- The multiple manual steps of the wet lab work.
- The vagaries and many parameters on the dry lab (bioinformatics) analyses.
- The challenge of interpretation (depending on the nature of the test).
When an LDT Goes Wrong
The recent high-profile fiasco at fingerstick microfluidics diagnostics company Theranos Incorporated is a case study on the genuine harm testing errors can inflict on patients.
The Wall Street Journal reports that the undue anxiety and other harm patients experienced from incorrect test results sparked at least 10 lawsuits against the company in California and Arizona.
“While inaccurate test results can occur at any laboratory, Theranos failed to maintain basic safeguards to ensure consistent results, according to regulators, independent lab directors and quality-control experts.”
Theranos may be one extreme example, but in late 2015, the U.S. Food and Drug Administration (FDA) published a report outlining 20 instances of harm from LDTs.
The acute dangers of false-positive and false-negative results from laboratory developed tests are real:
- When patients are told they have conditions they do not actually have, it can cause unneeded distress and unnecessary treatment.
- When life-threatening diseases go undetected, patients can suffer and die.
In our experience, NGS-based LDTs are error-prone for two main reasons:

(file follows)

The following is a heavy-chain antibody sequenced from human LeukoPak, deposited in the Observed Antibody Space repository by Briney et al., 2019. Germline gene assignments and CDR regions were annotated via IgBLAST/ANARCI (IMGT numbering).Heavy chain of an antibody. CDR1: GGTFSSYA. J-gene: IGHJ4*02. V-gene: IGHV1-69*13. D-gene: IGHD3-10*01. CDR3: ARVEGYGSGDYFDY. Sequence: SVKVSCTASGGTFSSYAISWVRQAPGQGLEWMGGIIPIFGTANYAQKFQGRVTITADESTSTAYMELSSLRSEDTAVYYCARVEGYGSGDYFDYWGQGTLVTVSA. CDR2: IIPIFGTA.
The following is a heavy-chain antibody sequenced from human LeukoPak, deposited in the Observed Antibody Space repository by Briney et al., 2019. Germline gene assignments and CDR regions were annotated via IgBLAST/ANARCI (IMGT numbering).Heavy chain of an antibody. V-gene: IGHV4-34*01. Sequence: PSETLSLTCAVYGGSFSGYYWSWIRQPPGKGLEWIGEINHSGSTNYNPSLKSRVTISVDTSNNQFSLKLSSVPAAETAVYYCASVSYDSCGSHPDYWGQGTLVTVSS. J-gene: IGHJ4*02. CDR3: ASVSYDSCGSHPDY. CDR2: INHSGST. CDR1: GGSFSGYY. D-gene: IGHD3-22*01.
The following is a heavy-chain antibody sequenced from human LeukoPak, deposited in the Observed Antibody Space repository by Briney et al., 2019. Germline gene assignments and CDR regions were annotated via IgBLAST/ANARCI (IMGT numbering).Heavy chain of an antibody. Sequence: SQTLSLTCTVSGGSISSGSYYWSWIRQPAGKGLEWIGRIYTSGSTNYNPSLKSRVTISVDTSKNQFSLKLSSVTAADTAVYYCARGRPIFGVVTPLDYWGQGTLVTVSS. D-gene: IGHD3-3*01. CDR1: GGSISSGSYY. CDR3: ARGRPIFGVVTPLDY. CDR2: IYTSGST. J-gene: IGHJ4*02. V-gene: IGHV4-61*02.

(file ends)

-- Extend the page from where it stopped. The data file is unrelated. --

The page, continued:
- The inadequacy of “known positive” samples.
- The lack of peer review for comparing one lab’s results with another’s.
Here, we’ll take a closer look at each problem and suggest a solution.
For clinical genomics testing laboratories, validation — and to a certain extent, revalidation — is a fact of life.
For clinical genomics testing laboratories, validation — and to a certain extent, revalidation — is a fact of life. It’s written into the CAP/CLIA regulations.
The regulations say you must validate:
- Any new FDA-cleared test your lab introduces.
- Any modifications you make to an FDA-cleared test.
- Any laboratory-developed (LDT) test not subject to FDA regulation.
In the case of the first one, validation means you can replicate the performance specifications determined by the manufacturer of the test. In the second two, however, validation involves determining the performance specifications yourself (in seven areas, as outlined by CLIA).
How do you go about testing the accuracy of a test your lab purchased or determining the accuracy of a test your lab designed?
While clinical genomics labs (those running NGS-based laboratory developed tests) are not currently subject to FDA oversight, that doesn’t mean they won’t be someday. The question is, how soon will that day come and, when it does, will your lab be ready?
When you’re in charge of quality control (QC) for a clinical genomics testing laboratory, you know that one word — quality — casts a wide net. For you, quality means (among many other things):
Topics: clinical genomics
Do remnant patient samples perform well enough to train new laboratory personnel quickly and assess their proficiency?
Due to either staff turnover or increased testing demand, your clinical genomics laboratory is expanding. You need your new personnel trained and ready to perform at the same high level as the rest of your staff as soon as possible.
You know that the best training programs are guided ones, with samples and workflows similar to those your new staff members will encounter on a day-to-day basis.
Are your remnant patient samples up to the task?